The writer of Chronicles says nothing about Judah being punished and going into exile because of Manasseh’s sins, but instead he is commended for turning to God at the end of his life. There are several other differences in perspective between Kings and Chronicles but just focussing on this one difference for now it is evident that the writers of these two biblical books had different ideas about the reason for the exile and whether or not it was a punishment for sin. Kings reflects a more ‘Deuteronomistic’ theology: if Israel and Judah were ‘punished’ by exile then it must have been because they, or someone, had sinned and it was important to identify the sinner(s). There is evidence within Kings that it went through a process of editing, and it may only have been in the final stage (or stages) of editing that this Deuteronomistic theme was added. Chronicles reflects a different, and quite possibly earlier, tradition. So even while the writer of Chronicles was copying material from his earlier edition of Kings other editors somewhere else were working on a ‘revised’ version of Kings and their revisions were based on this Deuteronomistic approach which sought to blame someone for the exile. By comparing these two books we get an insight into the ‘conversation’ that may have been taking place between the writers and/or editors of the Bible as they recorded different perspectives of the same events.

By comparing the earliest versions of the Hebrew Bible – especially the Greek translation we know as the Septuagint and the Dead Sea Scrolls – with the Hebrew text that has come down to us as the Masoretic Text (the one from which translations are made into English), it becomes evident that in the ancient world there were various, and different, versions of several books of the Bible. The differences indicate that over time the books of the Bible underwent editing and revision. They were not static – they were not transmitted exactly as they were first written – but rather they were dynamic, changing over time and being revised possibly in response to new ideas and perspectives. We should bear this in mind when we think about ‘inspiration’ and ‘biblical inerrancy’ (the idea that the Bible is free of errors), but that discussion will have to wait for another day.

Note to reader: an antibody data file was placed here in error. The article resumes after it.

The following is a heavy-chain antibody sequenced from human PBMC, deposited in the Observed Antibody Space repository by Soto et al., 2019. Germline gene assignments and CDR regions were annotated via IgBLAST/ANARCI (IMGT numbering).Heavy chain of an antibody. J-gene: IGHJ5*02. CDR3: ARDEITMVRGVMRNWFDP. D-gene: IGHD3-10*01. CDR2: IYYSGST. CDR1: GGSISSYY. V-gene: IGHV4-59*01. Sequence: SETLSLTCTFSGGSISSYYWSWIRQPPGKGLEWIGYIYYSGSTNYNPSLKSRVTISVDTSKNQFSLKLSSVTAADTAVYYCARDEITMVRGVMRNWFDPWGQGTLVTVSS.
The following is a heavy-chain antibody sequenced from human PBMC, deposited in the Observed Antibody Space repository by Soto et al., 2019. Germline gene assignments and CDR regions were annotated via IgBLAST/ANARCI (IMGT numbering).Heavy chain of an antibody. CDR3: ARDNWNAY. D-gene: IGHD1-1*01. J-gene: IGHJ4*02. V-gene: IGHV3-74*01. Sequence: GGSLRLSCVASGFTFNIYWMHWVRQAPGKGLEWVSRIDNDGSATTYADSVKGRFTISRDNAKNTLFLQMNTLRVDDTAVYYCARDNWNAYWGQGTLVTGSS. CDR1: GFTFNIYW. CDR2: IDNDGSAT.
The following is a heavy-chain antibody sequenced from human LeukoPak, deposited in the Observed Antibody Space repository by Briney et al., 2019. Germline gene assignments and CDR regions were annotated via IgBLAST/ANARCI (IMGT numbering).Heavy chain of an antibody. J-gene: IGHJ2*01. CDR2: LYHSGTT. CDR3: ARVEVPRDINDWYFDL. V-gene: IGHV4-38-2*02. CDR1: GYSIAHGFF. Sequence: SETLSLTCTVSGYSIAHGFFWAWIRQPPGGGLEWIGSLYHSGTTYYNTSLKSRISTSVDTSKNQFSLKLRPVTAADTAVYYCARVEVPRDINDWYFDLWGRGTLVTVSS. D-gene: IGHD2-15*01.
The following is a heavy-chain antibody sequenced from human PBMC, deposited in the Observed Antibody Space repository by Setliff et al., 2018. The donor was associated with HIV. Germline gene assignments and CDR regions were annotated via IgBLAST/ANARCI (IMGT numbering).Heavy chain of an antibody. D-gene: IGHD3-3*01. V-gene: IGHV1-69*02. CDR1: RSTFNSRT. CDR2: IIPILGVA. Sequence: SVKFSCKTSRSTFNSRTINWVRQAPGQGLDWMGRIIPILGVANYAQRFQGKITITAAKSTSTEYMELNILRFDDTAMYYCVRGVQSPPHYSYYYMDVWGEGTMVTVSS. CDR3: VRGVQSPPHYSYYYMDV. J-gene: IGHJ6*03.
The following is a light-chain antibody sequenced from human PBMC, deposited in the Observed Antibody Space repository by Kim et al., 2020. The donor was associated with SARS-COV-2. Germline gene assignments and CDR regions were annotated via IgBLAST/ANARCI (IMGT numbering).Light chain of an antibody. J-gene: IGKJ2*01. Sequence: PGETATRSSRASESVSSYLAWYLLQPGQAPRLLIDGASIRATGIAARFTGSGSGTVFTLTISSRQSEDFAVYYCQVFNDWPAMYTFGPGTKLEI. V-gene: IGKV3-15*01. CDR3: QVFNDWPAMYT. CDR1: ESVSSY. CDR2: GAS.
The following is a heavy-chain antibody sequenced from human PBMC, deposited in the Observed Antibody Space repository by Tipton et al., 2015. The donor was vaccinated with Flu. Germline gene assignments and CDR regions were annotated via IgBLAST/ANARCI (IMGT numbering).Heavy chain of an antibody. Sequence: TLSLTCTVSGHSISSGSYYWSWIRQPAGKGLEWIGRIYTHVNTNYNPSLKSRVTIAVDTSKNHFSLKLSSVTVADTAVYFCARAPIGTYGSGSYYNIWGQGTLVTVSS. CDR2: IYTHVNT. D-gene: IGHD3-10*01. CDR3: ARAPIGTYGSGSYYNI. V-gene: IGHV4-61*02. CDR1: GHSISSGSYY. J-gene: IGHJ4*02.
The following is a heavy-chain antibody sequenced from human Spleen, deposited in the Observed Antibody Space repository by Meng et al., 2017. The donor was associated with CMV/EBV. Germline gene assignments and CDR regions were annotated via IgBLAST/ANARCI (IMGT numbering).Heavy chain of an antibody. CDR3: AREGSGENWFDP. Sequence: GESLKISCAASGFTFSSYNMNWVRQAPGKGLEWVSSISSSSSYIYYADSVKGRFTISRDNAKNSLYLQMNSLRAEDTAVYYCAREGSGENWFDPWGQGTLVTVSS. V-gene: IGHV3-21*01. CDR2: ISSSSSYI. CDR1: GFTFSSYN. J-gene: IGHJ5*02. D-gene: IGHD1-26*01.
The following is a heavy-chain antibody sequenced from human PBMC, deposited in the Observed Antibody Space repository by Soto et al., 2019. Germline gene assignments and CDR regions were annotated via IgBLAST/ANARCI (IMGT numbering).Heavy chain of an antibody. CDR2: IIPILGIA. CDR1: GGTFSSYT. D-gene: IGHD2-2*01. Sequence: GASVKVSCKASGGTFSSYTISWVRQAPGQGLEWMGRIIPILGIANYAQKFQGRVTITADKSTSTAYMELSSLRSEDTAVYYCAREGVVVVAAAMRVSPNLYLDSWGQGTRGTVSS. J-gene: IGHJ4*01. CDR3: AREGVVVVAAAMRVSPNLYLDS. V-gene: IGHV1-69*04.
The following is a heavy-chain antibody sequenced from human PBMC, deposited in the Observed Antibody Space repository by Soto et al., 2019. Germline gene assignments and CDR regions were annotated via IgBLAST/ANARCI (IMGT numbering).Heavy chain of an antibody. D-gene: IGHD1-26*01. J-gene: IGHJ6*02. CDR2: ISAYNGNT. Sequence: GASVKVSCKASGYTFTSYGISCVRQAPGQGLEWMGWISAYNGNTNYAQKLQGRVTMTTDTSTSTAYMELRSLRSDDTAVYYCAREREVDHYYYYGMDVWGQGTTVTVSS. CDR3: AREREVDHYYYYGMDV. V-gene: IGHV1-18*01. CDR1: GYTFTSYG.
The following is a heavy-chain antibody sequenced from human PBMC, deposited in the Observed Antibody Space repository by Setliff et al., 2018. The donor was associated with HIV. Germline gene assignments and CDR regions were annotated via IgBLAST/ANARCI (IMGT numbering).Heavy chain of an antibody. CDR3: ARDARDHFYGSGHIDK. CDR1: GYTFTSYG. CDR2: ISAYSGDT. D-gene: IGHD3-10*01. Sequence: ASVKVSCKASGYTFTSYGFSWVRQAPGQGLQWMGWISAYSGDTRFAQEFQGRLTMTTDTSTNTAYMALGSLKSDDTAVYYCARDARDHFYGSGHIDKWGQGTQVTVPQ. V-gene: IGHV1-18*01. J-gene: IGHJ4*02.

David, Amnon, Tamar and Absalom – narcissism and its family consequences

Banquet of Absalom, Niccolò De Simone

The murder of Amnon at the Banquet of Absalom, Niccolò De Simone (17th century Flemish artist)

According to the book of Samuel, David’s family life was a mess! The biblical records don’t hide the facts that David was an adulterer, a murderer, a terrible father, a lousy husband and not much of a king either. On the positive side, it seems he was a pretty good musician and song-writer, but not much else is said in his favour. In this post I want to comment on a major incident which devastated David’s family, and relate it to my personal knowledge of what it’s like being in the family of a narcissist.  I should emphasise that as far as I’m aware there are no narcissists in my immediate family, and my understanding of what may have been going on in David’s life is based on my experience as the friend of a narcissist, and my knowledge of how he interacted with his family. I’d love to co-operate with a psychologist/psychiatrist to explore this further, so if you’re reading this and have professional qualifications dealing with NPD I’d like to hear from you.

Amnon, David’s eldest son and heir, has been described as “a chip off the old block” [1]. He was one of six sons born at Hebron to six different wives. Most of what we know about Amnon comes from one incident, but the story provides several important details which indicate that he was very similar to his father. Amnon was in love (or infatuated with) his half-sister Tamar and connived with a cousin (Jonadab) to get Tamar, with David’s knowledge and consent, to visit him while he was “sick” in bed. When Tamar visited Amnon in his bedroom Amnon raped her, but then his “love” – or lust – turned immediately to disgust and hate and he sent her away. We learn that when David heard about this he was incensed, but did nothing. Interestingly, two ancient versions of the story – the Septuagint and a scroll from Qumran (one of the Dead Sea Scrolls) – adds a note to the story that David did nothing because he didn’t want to upset Amnon whom he loved. With or without this note, David is portrayed as weak and this sets the stage for Tamar’s full-brother Absalom (David’s third son and Amnon’s half-brother) to conspire to murder Amnon two years later in an act of vengeance for his sister. (The full story is in 2 Samuel 13 and has been described as a “masterpiece of drama, suspense, and irony … The literary and dramatic climax … is approached with a drawn-out, suspense-building account of the scene and the dialogue in Amnon’s bedroom.” [2])